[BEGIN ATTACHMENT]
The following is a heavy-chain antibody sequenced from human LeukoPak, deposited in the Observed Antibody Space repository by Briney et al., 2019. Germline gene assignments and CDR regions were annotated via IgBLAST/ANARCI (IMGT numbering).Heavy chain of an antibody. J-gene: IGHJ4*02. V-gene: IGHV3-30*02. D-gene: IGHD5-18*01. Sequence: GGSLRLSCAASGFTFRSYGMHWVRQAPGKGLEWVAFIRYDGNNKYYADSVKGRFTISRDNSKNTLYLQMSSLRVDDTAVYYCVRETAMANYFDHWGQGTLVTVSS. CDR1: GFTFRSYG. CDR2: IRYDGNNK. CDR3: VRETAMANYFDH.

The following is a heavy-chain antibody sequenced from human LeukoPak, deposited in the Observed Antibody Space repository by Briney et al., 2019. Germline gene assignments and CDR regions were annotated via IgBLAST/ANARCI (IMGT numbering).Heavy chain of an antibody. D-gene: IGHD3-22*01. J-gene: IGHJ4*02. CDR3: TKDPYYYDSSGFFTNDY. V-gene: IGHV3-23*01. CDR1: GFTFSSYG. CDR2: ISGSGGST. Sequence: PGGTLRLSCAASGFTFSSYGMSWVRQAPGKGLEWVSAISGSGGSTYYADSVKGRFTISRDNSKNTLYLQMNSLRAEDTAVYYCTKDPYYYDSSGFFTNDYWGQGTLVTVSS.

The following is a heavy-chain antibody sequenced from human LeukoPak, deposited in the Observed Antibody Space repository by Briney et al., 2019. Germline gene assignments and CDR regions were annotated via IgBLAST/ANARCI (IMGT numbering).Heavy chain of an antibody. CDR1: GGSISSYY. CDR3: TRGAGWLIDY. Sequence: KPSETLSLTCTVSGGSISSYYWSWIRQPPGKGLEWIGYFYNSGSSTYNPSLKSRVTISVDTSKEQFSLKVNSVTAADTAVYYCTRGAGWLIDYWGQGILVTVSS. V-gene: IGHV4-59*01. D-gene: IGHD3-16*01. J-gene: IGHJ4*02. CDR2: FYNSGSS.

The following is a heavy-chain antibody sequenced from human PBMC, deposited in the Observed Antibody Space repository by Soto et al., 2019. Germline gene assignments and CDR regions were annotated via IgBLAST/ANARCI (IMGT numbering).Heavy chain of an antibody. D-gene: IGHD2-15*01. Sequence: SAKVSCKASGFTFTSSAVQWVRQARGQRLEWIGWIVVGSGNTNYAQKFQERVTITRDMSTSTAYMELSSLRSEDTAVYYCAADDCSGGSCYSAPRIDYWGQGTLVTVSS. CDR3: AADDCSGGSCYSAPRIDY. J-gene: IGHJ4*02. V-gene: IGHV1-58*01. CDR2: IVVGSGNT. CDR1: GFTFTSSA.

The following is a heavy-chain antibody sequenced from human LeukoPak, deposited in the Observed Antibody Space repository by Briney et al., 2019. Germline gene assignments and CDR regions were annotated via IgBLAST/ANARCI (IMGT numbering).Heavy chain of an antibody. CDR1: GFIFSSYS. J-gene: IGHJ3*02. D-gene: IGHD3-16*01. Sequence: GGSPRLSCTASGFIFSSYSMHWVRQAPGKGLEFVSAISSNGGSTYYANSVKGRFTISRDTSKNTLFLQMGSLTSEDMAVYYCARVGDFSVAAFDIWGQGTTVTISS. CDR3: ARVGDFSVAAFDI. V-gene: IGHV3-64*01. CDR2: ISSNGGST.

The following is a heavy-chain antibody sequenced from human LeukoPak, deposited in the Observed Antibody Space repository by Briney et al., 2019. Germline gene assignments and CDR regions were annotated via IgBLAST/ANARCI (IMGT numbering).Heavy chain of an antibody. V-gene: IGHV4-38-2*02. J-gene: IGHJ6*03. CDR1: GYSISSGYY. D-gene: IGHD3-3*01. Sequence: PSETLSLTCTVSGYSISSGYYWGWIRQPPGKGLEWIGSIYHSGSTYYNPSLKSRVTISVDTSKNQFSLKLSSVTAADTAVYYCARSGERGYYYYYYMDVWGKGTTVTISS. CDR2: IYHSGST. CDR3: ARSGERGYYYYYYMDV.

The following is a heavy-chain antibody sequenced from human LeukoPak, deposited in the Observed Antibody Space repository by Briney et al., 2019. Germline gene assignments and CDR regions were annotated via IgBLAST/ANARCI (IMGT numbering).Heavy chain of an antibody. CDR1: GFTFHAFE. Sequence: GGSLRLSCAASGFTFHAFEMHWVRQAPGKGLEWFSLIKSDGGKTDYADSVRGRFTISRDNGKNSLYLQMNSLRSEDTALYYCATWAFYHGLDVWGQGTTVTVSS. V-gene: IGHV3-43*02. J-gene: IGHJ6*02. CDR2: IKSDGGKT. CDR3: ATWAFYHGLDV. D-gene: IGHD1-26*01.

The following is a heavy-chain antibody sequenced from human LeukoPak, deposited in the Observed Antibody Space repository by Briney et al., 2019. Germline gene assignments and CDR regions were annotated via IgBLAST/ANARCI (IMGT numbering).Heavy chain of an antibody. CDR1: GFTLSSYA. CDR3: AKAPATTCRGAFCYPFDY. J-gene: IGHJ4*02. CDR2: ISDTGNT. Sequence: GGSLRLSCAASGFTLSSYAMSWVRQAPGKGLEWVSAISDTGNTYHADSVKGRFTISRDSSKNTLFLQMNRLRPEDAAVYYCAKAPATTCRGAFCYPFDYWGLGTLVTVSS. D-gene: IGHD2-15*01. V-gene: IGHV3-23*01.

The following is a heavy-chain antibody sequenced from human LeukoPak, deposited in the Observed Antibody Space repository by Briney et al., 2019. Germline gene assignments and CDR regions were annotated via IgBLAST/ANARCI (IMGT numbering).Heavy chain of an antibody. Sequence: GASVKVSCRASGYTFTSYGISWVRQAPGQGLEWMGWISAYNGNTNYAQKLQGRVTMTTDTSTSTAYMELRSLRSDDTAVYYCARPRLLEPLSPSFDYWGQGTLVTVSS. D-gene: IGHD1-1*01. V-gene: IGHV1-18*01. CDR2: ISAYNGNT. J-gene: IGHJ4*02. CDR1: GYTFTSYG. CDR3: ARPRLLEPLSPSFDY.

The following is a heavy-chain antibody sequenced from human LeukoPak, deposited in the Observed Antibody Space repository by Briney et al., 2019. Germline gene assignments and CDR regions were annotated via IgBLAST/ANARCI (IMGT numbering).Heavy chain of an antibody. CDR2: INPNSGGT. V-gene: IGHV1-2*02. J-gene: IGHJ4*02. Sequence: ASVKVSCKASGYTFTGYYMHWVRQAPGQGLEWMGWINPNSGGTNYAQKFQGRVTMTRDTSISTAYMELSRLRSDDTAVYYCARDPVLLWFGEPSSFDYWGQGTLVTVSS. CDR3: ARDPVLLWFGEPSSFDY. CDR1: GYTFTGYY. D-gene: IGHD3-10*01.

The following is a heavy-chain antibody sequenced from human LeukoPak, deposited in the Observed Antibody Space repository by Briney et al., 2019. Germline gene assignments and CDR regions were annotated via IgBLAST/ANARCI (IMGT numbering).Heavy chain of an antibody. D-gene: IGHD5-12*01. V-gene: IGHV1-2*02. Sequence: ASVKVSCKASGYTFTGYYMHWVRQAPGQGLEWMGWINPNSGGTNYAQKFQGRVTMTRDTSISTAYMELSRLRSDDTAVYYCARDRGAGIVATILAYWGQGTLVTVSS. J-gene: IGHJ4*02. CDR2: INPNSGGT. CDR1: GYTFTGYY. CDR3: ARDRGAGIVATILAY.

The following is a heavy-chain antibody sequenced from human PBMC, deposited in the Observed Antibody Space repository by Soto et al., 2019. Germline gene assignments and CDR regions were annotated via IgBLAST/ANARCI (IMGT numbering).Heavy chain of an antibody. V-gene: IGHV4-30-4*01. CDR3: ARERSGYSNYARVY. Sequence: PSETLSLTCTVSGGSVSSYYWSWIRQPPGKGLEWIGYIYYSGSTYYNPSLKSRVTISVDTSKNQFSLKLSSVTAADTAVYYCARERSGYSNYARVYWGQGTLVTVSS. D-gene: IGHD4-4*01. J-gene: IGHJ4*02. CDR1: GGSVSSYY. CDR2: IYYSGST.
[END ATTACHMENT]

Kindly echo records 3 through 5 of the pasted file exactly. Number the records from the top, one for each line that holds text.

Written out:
The following is a heavy-chain antibody sequenced from human LeukoPak, deposited in the Observed Antibody Space repository by Briney et al., 2019. Germline gene assignments and CDR regions were annotated via IgBLAST/ANARCI (IMGT numbering).Heavy chain of an antibody. CDR1: GGSISSYY. CDR3: TRGAGWLIDY. Sequence: KPSETLSLTCTVSGGSISSYYWSWIRQPPGKGLEWIGYFYNSGSSTYNPSLKSRVTISVDTSKEQFSLKVNSVTAADTAVYYCTRGAGWLIDYWGQGILVTVSS. V-gene: IGHV4-59*01. D-gene: IGHD3-16*01. J-gene: IGHJ4*02. CDR2: FYNSGSS.

The following is a heavy-chain antibody sequenced from human PBMC, deposited in the Observed Antibody Space repository by Soto et al., 2019. Germline gene assignments and CDR regions were annotated via IgBLAST/ANARCI (IMGT numbering).Heavy chain of an antibody. D-gene: IGHD2-15*01. Sequence: SAKVSCKASGFTFTSSAVQWVRQARGQRLEWIGWIVVGSGNTNYAQKFQERVTITRDMSTSTAYMELSSLRSEDTAVYYCAADDCSGGSCYSAPRIDYWGQGTLVTVSS. CDR3: AADDCSGGSCYSAPRIDY. J-gene: IGHJ4*02. V-gene: IGHV1-58*01. CDR2: IVVGSGNT. CDR1: GFTFTSSA.

The following is a heavy-chain antibody sequenced from human LeukoPak, deposited in the Observed Antibody Space repository by Briney et al., 2019. Germline gene assignments and CDR regions were annotated via IgBLAST/ANARCI (IMGT numbering).Heavy chain of an antibody. CDR1: GFIFSSYS. J-gene: IGHJ3*02. D-gene: IGHD3-16*01. Sequence: GGSPRLSCTASGFIFSSYSMHWVRQAPGKGLEFVSAISSNGGSTYYANSVKGRFTISRDTSKNTLFLQMGSLTSEDMAVYYCARVGDFSVAAFDIWGQGTTVTISS. CDR3: ARVGDFSVAAFDI. V-gene: IGHV3-64*01. CDR2: ISSNGGST.